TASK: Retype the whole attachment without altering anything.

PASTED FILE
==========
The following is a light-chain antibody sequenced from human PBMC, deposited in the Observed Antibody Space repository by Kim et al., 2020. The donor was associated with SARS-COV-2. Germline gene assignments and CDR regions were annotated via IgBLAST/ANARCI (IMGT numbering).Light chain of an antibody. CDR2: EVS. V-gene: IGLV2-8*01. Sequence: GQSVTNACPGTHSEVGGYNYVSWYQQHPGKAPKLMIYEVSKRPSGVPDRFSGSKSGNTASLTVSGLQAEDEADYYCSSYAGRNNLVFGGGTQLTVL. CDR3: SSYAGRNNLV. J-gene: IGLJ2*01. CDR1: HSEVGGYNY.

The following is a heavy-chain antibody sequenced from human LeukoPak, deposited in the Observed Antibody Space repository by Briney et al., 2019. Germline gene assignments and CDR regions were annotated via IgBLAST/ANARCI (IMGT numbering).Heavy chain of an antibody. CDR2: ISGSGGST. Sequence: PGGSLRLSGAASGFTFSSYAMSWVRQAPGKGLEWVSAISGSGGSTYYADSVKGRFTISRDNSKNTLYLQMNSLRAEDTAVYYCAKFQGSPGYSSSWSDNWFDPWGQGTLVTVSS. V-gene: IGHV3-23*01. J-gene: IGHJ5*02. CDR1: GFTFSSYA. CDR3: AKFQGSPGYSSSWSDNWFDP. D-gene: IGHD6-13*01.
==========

The following is a light-chain antibody sequenced from human PBMC, deposited in the Observed Antibody Space repository by Kim et al., 2020. The donor was associated with SARS-COV-2. Germline gene assignments and CDR regions were annotated via IgBLAST/ANARCI (IMGT numbering).Light chain of an antibody. CDR2: EVS. V-gene: IGLV2-8*01. Sequence: GQSVTNACPGTHSEVGGYNYVSWYQQHPGKAPKLMIYEVSKRPSGVPDRFSGSKSGNTASLTVSGLQAEDEADYYCSSYAGRNNLVFGGGTQLTVL. CDR3: SSYAGRNNLV. J-gene: IGLJ2*01. CDR1: HSEVGGYNY.

The following is a heavy-chain antibody sequenced from human LeukoPak, deposited in the Observed Antibody Space repository by Briney et al., 2019. Germline gene assignments and CDR regions were annotated via IgBLAST/ANARCI (IMGT numbering).Heavy chain of an antibody. CDR2: ISGSGGST. Sequence: PGGSLRLSGAASGFTFSSYAMSWVRQAPGKGLEWVSAISGSGGSTYYADSVKGRFTISRDNSKNTLYLQMNSLRAEDTAVYYCAKFQGSPGYSSSWSDNWFDPWGQGTLVTVSS. V-gene: IGHV3-23*01. J-gene: IGHJ5*02. CDR1: GFTFSSYA. CDR3: AKFQGSPGYSSSWSDNWFDP. D-gene: IGHD6-13*01.